What does this mean? Voltage Reference ?
Also I have a 7905, which is a negative 5V voltagre regulator?Is the only difference the polarity?
Posted on 2003-05-08 18:08:30 by x86asm
If i remember correctly, the reference voltage is the maximum voltage the analog signal is to be ratioed to.

And yes only the sign is different.. give it -10V (with respect to ground), and it would provide -5 V output (with respect to ground).

How to you get -10V? A center-tapped transformer and some capasitor will help your out ;)

Posted on 2003-05-08 18:52:45 by NaN
You should read the datasheet for you DAC. You'll need to know what voltages are valid. Some DAC's, like the DAC8841, take a Vin and multiply it, then scale it by what you set that output to.

If you don't have a negative supply handly, you can get a voltage inverter. http://www.linear.com/pdf/Inverters.PDF
Posted on 2003-05-09 02:53:00 by eet_1024
Hi, x86asm,

The reference for a DAC will give you the maximum output voltage or current (depending on DAC type). Vout=Vref*(2^n - 1)/2^n, where n is the number of bits.
For example, for an 8-bit voltage output DAC, with a 5V reference, the maximum output voltage (ideal) would be: Vout= Vref*(255/256).
That is 4.98V.

As for the negative voltage, take a look at the attachment. I don't know how to insert pictures yet. Maybe somebody will help me.

In the first circuit, you need to use fairly large caps (100's of uF, depending on your power requirements), since you have half-wave rectifiers only. But it works very well.

The second circuit creates a virtual ground for your circuit, in case you only have DC available. The two resistors are in the 10's of kohms range. If they are equal, your voltages will be equal, of opposite sign. For a LM324 opamp, DC IN should be below 30V.
Be very careful with the transistors. Their maximum current rating has to be higher than what your circuit needs. They most likely will need heatsinks. If necessary you can use Darlingtons. Note that your DC input has no connection to your new "ground".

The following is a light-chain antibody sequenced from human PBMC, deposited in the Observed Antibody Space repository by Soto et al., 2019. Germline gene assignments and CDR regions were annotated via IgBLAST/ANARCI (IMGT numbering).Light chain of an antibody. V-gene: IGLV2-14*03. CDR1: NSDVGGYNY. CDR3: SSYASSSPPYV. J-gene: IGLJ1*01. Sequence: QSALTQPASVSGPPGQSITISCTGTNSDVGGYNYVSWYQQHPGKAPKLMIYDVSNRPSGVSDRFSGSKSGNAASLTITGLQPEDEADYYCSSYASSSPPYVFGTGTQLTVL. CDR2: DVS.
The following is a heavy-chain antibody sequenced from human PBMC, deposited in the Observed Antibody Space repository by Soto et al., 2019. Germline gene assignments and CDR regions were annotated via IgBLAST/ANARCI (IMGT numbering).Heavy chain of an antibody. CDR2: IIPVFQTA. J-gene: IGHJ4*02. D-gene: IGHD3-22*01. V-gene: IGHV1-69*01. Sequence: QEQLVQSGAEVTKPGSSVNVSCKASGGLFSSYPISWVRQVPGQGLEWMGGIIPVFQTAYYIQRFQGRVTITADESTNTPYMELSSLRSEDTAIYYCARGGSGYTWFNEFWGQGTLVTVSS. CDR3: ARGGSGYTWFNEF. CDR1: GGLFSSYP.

There are other possibilities, too. A 555 can also be used as a negative voltage converter.
Let me know if you need other ideas.

Good luck!
Posted on 2003-05-09 11:56:47 by VVV
Originally posted by VVV
As for the negative voltage, take a look at the attachment. I don't know how to insert pictures yet. Maybe somebody will help me.

To add images, you simply upload them like your would a zip.
"Valid file extensions: gif jpg png txt zip bmp jpeg asm gz inc"

PS: I like the Op-Amp circuit ;) Its clever... what other tricks do you have?

Posted on 2003-05-09 20:08:03 by NaN
Hi, Nan,

Thanks for the explanation. I will give it a try.
The opamp circuit is not my idea, so I cannot take credit for it. I have seen it working, though.

Best regards,
Posted on 2003-05-09 20:21:16 by VVV
I once wrote here on the subject of DACs. The perfect DAC is one the attached image ;). You will have output 0% to 100% of the reference voltage, which, in this case, is the supply of the CMOS buffers.
out= DigitalValue * VCC / (n^2 -1).
Thus, in a 4-bit dac, value of 1111b will output 100% VCC. Verify each value, if you don't believe me ;). Absolutely linear conversion.
Only CMOS buffers will do the work.
Posted on 2003-05-11 02:40:12 by Ultrano
Have you actually gotten that circuit to work?

I have a few problems with it, but I may be overlooking something (please correct me here if im wrong ~ its happens alot i find ;) ).

In short, I believe you want to have an inverting amplifier on the output here (not a buffer):

It appears to be a current summing ciruit (which is in the correct vain of though for what your doing), but there isnt anywhere for current to flow.

The op-amp is configured as a buffer (neg = out, pos = in), with an output load of a resistor and a capasitor.

On the positive side you have a binary valued resistors in parrallel. Through Ohms law you get binary currents from a common source (assumed +5V / high bit) which is also correct. But the problem i have is that this current can not flow into the op-amp. The ideal op-amp recieved zero curent in its +/- terminals. In reality is in the order of pico-Amps. Op-amps are not made to drive outputs based on the value of the leakage current entering it.

Other possible concerns is that the capasitor on the output will make transitions look smooth (instead of a stair like ramp), but it will also limit you to a maximum frequency, based on the output resistance of the op-amp. However, for sound DAC this may not be much problem at all, and may be a good thing if the capasitor is sized correctly.

Another point i learnt from my experiences is that resistances over 100K Ohms tend pick up noise very easily in such circuits (back ground noice from radio waves/emi). This will get buffered and appear in your output signal. I would try to keep your resistances smaller, and hence the resulting currents larger (to drown out any 'noise' currents). Perhpas this is the intention of the output capasitor? If made small enough it would shunt higher frequencies to ground?